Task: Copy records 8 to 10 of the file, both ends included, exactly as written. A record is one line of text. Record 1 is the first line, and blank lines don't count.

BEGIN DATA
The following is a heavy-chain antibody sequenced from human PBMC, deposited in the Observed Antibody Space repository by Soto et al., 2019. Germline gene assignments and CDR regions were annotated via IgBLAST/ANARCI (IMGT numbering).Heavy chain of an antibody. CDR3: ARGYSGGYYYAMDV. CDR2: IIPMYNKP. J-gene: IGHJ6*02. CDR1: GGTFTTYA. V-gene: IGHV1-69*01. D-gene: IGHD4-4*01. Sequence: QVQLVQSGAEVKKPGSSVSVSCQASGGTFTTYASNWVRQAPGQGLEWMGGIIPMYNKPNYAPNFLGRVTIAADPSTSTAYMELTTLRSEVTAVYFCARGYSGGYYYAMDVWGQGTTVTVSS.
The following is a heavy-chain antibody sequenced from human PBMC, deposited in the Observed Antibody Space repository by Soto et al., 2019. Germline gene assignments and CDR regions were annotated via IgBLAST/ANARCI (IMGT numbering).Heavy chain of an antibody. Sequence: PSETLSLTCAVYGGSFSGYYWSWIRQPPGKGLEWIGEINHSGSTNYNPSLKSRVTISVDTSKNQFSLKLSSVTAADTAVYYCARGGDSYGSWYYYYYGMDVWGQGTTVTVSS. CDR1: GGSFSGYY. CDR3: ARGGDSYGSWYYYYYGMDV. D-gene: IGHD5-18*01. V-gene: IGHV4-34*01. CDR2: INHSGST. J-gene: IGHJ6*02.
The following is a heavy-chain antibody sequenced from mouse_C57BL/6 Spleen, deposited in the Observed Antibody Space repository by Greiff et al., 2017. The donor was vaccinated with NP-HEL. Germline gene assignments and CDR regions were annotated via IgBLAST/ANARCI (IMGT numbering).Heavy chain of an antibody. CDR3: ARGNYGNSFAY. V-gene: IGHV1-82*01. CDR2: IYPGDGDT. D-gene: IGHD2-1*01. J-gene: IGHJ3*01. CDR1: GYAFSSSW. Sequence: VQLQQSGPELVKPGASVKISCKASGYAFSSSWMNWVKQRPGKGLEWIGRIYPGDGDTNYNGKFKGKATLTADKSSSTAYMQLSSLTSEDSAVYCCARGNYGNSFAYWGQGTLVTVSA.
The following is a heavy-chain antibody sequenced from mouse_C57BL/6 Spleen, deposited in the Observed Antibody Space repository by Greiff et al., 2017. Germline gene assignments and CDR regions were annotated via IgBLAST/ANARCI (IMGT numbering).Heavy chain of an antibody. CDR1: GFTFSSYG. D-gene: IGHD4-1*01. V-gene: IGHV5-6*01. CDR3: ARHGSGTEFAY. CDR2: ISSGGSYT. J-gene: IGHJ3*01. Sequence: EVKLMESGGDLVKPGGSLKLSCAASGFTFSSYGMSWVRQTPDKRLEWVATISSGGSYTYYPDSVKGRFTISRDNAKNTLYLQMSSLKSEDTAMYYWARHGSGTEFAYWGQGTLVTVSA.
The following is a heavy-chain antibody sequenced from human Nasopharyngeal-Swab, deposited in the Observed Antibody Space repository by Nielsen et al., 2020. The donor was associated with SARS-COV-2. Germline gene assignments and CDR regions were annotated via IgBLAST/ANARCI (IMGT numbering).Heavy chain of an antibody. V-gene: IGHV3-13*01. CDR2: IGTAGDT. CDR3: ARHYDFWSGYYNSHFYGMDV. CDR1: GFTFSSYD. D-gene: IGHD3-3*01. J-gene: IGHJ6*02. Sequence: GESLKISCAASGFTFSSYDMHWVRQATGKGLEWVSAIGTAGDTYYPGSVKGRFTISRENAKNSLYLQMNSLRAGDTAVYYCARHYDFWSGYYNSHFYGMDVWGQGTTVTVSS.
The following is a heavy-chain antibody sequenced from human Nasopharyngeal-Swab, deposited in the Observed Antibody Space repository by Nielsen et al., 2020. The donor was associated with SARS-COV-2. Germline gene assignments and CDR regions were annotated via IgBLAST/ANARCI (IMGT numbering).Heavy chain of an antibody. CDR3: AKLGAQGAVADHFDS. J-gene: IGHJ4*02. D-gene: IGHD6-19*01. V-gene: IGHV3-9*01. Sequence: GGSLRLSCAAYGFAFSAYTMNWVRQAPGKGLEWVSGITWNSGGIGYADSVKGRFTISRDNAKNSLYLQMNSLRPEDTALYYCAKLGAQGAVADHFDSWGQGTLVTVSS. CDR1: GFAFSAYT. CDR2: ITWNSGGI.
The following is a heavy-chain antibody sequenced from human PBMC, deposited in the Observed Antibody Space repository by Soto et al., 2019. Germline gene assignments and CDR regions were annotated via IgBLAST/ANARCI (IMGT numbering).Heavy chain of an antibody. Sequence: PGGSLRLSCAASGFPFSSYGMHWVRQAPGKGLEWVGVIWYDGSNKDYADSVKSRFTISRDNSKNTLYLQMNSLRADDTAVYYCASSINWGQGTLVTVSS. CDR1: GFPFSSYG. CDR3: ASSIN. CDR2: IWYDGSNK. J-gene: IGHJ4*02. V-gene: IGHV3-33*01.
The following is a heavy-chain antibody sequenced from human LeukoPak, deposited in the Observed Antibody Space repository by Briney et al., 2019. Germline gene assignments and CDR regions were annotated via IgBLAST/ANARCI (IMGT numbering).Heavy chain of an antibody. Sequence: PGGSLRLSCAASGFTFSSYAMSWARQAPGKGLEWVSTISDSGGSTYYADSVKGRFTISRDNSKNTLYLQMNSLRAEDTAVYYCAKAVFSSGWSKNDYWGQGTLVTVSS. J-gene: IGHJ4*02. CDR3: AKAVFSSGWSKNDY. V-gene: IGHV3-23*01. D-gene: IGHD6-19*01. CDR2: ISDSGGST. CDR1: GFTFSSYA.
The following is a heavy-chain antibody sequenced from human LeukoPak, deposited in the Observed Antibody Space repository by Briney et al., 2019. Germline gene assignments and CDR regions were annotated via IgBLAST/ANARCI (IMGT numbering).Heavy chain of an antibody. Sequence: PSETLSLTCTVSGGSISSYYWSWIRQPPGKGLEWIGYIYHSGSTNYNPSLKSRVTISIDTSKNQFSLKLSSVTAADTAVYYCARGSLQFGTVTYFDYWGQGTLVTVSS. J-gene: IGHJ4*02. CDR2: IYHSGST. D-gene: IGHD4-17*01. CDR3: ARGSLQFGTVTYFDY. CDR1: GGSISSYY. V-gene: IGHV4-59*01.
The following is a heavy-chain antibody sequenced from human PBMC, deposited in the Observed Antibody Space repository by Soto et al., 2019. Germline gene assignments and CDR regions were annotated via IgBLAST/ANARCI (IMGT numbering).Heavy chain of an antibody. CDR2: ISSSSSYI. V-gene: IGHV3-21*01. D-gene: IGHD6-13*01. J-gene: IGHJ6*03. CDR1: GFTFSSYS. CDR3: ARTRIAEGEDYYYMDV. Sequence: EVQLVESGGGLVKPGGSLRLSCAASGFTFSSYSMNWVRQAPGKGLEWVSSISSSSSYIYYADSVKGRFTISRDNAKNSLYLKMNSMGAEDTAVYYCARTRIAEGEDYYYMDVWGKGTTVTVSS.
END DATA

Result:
The following is a heavy-chain antibody sequenced from human LeukoPak, deposited in the Observed Antibody Space repository by Briney et al., 2019. Germline gene assignments and CDR regions were annotated via IgBLAST/ANARCI (IMGT numbering).Heavy chain of an antibody. Sequence: PGGSLRLSCAASGFTFSSYAMSWARQAPGKGLEWVSTISDSGGSTYYADSVKGRFTISRDNSKNTLYLQMNSLRAEDTAVYYCAKAVFSSGWSKNDYWGQGTLVTVSS. J-gene: IGHJ4*02. CDR3: AKAVFSSGWSKNDY. V-gene: IGHV3-23*01. D-gene: IGHD6-19*01. CDR2: ISDSGGST. CDR1: GFTFSSYA.
The following is a heavy-chain antibody sequenced from human LeukoPak, deposited in the Observed Antibody Space repository by Briney et al., 2019. Germline gene assignments and CDR regions were annotated via IgBLAST/ANARCI (IMGT numbering).Heavy chain of an antibody. Sequence: PSETLSLTCTVSGGSISSYYWSWIRQPPGKGLEWIGYIYHSGSTNYNPSLKSRVTISIDTSKNQFSLKLSSVTAADTAVYYCARGSLQFGTVTYFDYWGQGTLVTVSS. J-gene: IGHJ4*02. CDR2: IYHSGST. D-gene: IGHD4-17*01. CDR3: ARGSLQFGTVTYFDY. CDR1: GGSISSYY. V-gene: IGHV4-59*01.
The following is a heavy-chain antibody sequenced from human PBMC, deposited in the Observed Antibody Space repository by Soto et al., 2019. Germline gene assignments and CDR regions were annotated via IgBLAST/ANARCI (IMGT numbering).Heavy chain of an antibody. CDR2: ISSSSSYI. V-gene: IGHV3-21*01. D-gene: IGHD6-13*01. J-gene: IGHJ6*03. CDR1: GFTFSSYS. CDR3: ARTRIAEGEDYYYMDV. Sequence: EVQLVESGGGLVKPGGSLRLSCAASGFTFSSYSMNWVRQAPGKGLEWVSSISSSSSYIYYADSVKGRFTISRDNAKNSLYLKMNSMGAEDTAVYYCARTRIAEGEDYYYMDVWGKGTTVTVSS.